List Price: $2.39 million
The Property: Andy Bowyer, the president of the homebuilder Middlefork Capital, recalls setting out to build a new house a few doors south of Lake View’s Blaine Elementary School. “In my mind,” he says, “we were designing for a family…”
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List Price: $2.39 million
The Property: Andy Bowyer, the president of the homebuilder Middlefork Capital, recalls setting out to build a new house a few doors south of Lake View’s Blaine Elementary School. “In my mind,” he says, “we were designing for a family.” Believing it was important to get four bedrooms together on the second floor, he applied to the alderman for variances that allow for a full 20.5-foot interior on a standard 25-foot lot by reducing the side yard requirements.
Done. But then the problem was that side windows would be opening onto an unusually tight view of the neighboring homes’ sidewalls. The solution: smaller windows raised above eye level—Bowyer and his agent, Elizabeth Ballis, refer to them as transom windows—that bring lots of natural light into the dining room, kitchen, and other spaces while obscuring the adjacent brick walls. Light also spills into the home from a skylight above a handsome staircase, as well as from conventional windows on the front and back of the house.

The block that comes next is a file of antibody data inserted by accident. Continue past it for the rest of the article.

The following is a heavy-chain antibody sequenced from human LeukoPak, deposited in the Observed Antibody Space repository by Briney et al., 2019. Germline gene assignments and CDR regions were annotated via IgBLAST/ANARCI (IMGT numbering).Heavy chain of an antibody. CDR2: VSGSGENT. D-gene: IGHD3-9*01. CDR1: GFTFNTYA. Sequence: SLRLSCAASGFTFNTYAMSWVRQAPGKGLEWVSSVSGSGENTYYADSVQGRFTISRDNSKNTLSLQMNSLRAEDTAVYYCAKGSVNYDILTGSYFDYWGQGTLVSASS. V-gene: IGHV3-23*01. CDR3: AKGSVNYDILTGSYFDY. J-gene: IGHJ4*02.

Bowyer made other design choices that lend the home a gracious character, including the façade with its mansard roof and the dining room’s pilasters and ceiling beams that give it a hint of formal enclosure—even though it’s actually a space that flows openly from the living room. As you will see in the video, the house has a series of outdoor spaces, including a pretty courtyard with a fountain off the kitchen and a large rooftop terrace adjacent to a sunlit top-floor family room. (The terrace wasn’t finished when we shot the video, but it will have a “living roof” installation to green it up.)
Bowyer builds homes speculatively, and he is careful to ladle in the details, both aesthetic and practical, that should catch a buyer’s eye. Here they include concealed split doors that can be closed to separate the bathing and dressing part of the master suite from the bedroom, and, in the kitchen, a china case built into the cabinetry (it looks like a piece of antique furniture but is fixed in place). The kitchen also incorporates a silver-tile backsplash, a barrel-vaulted ceiling, and a desk that can be tucked out of sight in its own cabinet. Bowyer’s attention to the details extends out the front door to the sidewalk, which has a snow-melting heat underlay that will come in handy next winter.
Price Points: Back in January, when Bowyer’s company had sold its first home, I wrote that he was pursuing a strategy of buying distressed homes and passing the savings along to the buyers of the replacement homes he would build on the sites. On this property, the seller was facing foreclosure, according to the Cook County Recorder of Deeds, and had had one sale contract fall through. Bowyer came in at $518,000—lower than that failed contract, but I can’t determine by how much.